At present, I am doing very well, largely thanks to antiretroviral (ARV) treatment since my CD4 count was already below the threshold when it was measured in late April last year. My partner is very protective of me, particularly when it comes to my health. He sees to it that I take my vitamins and ARVs on time. I have also been working out to keep myself as fit as possible. After learning of my status, I have decided to embark on HIV and AIDS advocacy work, aside from my regular job, by counseling newly-diagnosed young persons living with HIV (PLHIV) via online or face-to-face, particularly on how to cope with it and what to expect. I also join online discussions on HIV and AIDS to spread awareness of those two issues.

As I mentioned earlier, the reason why I decided to write to you is because I am saddened by the spate of HIV-related deaths among young gay men. I have known of already five deaths and I am deeply saddened by it. The common denominator of those deaths is: late diagnosis. They were clinical AIDS cases and the complications were already so serious that it was too late to save them. The earlier a person knows his status, especially if he is positive, the better are his chances of coping with it well and even living up to his 50s and 60s,.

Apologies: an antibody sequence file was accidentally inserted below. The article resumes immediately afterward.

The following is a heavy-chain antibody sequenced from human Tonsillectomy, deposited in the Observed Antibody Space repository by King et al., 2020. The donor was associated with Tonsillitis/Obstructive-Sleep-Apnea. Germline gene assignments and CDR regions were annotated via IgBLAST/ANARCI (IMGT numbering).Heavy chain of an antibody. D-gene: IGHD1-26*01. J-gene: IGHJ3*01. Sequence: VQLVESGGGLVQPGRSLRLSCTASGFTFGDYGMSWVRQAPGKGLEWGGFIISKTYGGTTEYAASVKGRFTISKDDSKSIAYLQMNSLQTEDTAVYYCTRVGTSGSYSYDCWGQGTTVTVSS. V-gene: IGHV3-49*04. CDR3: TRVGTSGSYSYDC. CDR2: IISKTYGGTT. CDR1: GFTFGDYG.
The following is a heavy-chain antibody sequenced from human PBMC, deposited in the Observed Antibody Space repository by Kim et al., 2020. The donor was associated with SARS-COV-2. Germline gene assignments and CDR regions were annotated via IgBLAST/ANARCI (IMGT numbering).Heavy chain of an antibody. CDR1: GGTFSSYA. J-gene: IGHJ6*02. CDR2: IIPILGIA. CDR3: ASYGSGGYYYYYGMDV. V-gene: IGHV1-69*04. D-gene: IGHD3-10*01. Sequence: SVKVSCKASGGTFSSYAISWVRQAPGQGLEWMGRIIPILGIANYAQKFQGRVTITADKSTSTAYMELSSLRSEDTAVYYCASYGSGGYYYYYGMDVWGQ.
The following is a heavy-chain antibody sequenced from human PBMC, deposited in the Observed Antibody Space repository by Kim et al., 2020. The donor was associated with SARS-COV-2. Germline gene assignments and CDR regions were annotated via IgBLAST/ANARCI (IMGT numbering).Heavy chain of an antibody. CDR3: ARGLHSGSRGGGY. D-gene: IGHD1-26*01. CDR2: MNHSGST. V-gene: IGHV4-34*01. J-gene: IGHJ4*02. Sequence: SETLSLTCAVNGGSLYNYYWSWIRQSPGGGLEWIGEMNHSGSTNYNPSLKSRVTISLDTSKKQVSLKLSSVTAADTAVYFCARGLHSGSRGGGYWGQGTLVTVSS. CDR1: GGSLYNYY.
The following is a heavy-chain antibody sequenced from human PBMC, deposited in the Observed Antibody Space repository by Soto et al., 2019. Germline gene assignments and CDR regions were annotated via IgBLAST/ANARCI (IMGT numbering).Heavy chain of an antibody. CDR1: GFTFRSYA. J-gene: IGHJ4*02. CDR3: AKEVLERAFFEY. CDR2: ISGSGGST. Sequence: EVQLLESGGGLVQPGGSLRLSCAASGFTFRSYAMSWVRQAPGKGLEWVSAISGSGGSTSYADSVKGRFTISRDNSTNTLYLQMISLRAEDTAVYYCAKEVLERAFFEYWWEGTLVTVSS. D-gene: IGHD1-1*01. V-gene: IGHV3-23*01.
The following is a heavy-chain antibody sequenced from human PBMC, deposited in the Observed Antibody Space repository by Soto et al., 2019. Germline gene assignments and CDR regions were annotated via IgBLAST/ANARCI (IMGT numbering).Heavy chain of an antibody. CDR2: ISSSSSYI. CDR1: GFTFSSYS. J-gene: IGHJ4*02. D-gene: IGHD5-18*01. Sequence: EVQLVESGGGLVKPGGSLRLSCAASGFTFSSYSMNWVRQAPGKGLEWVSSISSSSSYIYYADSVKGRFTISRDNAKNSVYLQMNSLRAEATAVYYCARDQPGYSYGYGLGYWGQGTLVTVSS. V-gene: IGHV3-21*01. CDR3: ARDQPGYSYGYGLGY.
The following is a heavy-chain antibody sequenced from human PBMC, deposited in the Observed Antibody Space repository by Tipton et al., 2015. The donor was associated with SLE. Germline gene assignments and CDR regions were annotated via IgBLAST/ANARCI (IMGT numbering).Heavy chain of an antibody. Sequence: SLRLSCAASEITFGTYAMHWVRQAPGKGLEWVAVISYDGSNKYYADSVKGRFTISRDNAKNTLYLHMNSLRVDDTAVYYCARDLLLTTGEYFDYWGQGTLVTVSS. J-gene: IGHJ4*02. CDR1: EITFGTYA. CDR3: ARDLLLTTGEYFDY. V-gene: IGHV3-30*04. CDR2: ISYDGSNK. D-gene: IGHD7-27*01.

You are a well-known personality in the blogosphere and it is my hope that you will continue to help spread awareness of HIV and AIDS. A news report I came across recently said the health department had warned that 45,000 Filipinos would be infected with HIV by the year 2016 unless drastic steps are taken by both the public and private sectors to aggressively spread awareness of HIV and AIDS and promote safe sex and other means to stop the health menace from worsening. The health department, non-government groups (NGOs) catering to PLHIVs, and advocates like me can only do so much to keep the HIV and AIDS situation at bay. Everybody – regardless of sexual orientation – has to pitch in the campaign.